Source: Beef Cattle Research Council
Evaluation of Distillers’ Grains from Ethanol Plants for Feedlot Cattle
Wenzhu Yang firstname.lastname@example.org
Tim McAllister, Karen Beauchemin, Darryl Gibb (AAFC Lethbridge) and John McKinnon (University of Saskatchewan)
When bio-ethanol is produced from corn, wheat or other grains, yeast converts the grain starch into glucose, and ferments the glucose into ethanol. The non-starch components of the grain are not converted to ethanol, and end up in dried distillers’ grains with solubles (DDGS) and other by-products. Fiber, protein, fat and mineral levels are about three times more concentrated in DDGS than in the original grain.
Although cattle can use the fiber, protein and fat from DDGS for energy, the increased protein and mineral levels in DDGS may be problematic. When cattle consume more protein than they need, the excess protein can be metabolized for energy. Protein metabolism also releases nitrogen (N), which is converted to urea in the kidneys and excreted, primarily in the urine. Similarly, if cattle consume more phosphorus (P) than they can absorb, much of the excess P will be excreted in the manure. Provincial nutrient management regulations are increasingly focused on levels of N, P, or both.
To determine how incorporating DDGS into beef cattle finishing diets impacts manure nutrient levels.
What they did
In two studies, finishing diets containing varying levels of DDGS were fed to heifers weighing 925 to 1000lbs. Each animal (or pair of animals) was fed a specific diet for a three week period. After two weeks of adaptation to the diets, nutrient digestibility was evaluated from a series of intensive feed intake, rumen, urine and fecal measurements. The animals were then rotated to a different diet and studied after two weeks of adaptation. This process repeated until all animals had been fed all of the diets.
In the first study, researchers at the University of Saskatchewan compared a control diet (89% rolled barley, 6% barley silage, 5% supplement) to four diets that replaced some of the barley grain with 20 or 40% corn DDGS, or 20 or 40% wheat DDGS.
In the second study, researchers at the Lethbridge Research Station compared a control diet (83% temper-rolled barley, 15% barley silage, 2% supplement) to three diets that replaced 20% of the barley and 5%, 10% or 15% of the silage with 25%, 30% or 35% wheat DDGS.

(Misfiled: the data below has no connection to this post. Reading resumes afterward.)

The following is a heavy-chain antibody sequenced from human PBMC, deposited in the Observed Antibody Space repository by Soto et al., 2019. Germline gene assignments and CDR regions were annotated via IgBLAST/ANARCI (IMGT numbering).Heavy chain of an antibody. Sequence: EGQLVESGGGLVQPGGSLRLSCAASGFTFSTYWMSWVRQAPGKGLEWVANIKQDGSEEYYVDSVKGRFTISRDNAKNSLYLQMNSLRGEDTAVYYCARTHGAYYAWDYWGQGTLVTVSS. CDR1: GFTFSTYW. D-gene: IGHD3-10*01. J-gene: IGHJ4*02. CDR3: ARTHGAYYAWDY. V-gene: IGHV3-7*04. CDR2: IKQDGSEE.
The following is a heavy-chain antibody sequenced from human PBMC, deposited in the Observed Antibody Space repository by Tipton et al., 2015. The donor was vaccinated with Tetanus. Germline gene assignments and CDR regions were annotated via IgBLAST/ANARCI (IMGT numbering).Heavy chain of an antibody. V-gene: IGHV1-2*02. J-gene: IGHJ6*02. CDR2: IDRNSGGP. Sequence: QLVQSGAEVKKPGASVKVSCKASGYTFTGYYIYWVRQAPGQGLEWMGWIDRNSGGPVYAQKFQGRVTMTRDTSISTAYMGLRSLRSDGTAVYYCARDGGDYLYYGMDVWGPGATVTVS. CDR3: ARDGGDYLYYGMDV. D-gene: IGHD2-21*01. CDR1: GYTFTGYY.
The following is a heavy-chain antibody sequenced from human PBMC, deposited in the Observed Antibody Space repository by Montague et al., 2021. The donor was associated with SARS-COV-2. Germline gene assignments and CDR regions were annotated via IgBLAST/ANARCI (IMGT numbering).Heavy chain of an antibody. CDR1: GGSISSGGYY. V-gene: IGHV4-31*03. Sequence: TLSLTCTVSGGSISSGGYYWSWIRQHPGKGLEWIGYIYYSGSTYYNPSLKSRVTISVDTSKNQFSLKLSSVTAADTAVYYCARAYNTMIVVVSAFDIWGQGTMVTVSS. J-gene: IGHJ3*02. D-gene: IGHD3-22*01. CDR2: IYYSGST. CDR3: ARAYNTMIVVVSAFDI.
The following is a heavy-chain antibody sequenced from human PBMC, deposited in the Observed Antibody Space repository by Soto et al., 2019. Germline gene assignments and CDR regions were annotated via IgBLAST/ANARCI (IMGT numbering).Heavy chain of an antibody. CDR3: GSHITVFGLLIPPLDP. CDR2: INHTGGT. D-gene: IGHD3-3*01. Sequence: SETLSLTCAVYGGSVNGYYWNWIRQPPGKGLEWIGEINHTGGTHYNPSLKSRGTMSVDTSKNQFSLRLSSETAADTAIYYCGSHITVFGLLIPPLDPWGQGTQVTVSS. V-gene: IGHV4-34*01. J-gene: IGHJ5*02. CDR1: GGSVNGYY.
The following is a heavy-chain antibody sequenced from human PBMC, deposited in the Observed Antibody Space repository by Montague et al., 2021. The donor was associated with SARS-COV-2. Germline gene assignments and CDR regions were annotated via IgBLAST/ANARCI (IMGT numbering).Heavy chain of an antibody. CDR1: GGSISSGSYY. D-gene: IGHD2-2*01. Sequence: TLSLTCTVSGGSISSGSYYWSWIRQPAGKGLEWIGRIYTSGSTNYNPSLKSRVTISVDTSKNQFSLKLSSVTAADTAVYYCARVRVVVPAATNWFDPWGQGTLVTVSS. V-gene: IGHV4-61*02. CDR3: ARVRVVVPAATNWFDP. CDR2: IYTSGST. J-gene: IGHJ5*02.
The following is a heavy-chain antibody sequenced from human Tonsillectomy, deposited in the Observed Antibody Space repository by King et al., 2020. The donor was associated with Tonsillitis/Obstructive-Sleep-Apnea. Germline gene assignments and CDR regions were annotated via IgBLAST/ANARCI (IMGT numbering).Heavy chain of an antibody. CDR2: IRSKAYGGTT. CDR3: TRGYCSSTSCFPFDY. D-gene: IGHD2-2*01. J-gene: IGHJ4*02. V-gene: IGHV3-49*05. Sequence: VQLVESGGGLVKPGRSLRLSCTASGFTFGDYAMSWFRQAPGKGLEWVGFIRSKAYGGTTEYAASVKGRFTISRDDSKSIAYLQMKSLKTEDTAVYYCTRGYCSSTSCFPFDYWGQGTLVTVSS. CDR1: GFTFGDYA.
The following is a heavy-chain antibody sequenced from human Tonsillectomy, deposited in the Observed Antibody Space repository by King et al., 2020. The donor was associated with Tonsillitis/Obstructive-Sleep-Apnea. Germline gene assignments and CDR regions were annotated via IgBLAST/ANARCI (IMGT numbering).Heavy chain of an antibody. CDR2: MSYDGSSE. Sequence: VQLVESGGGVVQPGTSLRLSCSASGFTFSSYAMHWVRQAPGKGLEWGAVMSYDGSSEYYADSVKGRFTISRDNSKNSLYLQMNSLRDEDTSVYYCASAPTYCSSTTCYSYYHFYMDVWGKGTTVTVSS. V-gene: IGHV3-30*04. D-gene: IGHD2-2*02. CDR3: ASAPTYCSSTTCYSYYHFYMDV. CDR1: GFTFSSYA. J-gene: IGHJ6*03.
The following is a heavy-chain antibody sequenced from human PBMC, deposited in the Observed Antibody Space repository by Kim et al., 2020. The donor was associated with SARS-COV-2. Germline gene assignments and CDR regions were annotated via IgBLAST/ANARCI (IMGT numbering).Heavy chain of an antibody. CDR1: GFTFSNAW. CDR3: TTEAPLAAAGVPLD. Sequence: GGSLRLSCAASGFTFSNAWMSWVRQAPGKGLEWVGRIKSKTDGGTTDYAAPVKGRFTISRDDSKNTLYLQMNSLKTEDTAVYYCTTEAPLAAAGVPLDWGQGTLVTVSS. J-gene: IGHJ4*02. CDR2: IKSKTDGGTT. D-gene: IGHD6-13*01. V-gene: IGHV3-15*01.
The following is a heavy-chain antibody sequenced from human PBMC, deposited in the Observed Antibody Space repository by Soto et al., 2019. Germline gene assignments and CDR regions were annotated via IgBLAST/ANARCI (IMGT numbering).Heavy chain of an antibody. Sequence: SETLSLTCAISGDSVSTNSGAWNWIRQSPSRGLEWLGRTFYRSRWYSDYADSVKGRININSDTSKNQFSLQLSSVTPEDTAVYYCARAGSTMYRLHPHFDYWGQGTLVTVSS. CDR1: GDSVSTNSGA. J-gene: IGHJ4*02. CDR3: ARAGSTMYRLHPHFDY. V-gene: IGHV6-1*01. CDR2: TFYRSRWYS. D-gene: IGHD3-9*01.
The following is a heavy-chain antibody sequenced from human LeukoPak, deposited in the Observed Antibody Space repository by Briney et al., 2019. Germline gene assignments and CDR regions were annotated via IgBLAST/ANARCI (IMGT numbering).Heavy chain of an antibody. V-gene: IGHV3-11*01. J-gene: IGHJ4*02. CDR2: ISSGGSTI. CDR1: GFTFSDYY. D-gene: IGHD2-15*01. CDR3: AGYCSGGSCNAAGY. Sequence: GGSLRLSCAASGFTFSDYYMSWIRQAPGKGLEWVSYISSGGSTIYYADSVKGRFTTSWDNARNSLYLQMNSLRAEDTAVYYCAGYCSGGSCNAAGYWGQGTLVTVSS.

What they learned
When grain was replaced with DDGS, dietary crude protein and P levels rose as the amount of DDGS in the diet increased. Feed intake did not change a great deal, so this meant that the animals consumed more N and P as more grain was replaced with DDGS. Manure and/or urine production also tended to increase as the DDGS content of the diet increased. Greater amounts of N and P were excreted as DDGS inclusion rates rose. The manure had higher N and P values when cattle were fed wheat DDGS than when they were fed corn DDGS.
When silage was replaced with DDGS, dietary crude protein and P levels also rose as the amount of DDGS in the diet increased. Feed intakes continually dropped as more silage was replaced with DDGS. Therefore, the increase in dietary N and P concentration that occurred as silage was replaced with DDGS was balanced out by the drop in feed intake. As a result, cattle ate about the same amount of N and P, and excretion rates for both nutrients were fairly stable as dietary DDGS level increased from 20 to 30 to 35% DDGS. If manure output decreased due to reduced feed intake, the concentration of N and P in the manure may have increased.
What it means
Incorporating DDGS into feedlot finishing diets can increase the amount of N and P excreted by beef cattle and could increase the land base needed for spreading. As DDGS replaces increasing amounts of grain in the diet, manure N and P levels rise steadily. When DDGS replaces silage in the diet, manure N and P concentrations increase, but this may be partly offset by lower manure production. Under commercial conditions, the N and P concentrations in feedlot manure will also be influenced by bedding, weather conditions and other factors that affect nutrient runoff and ammonia volatilization.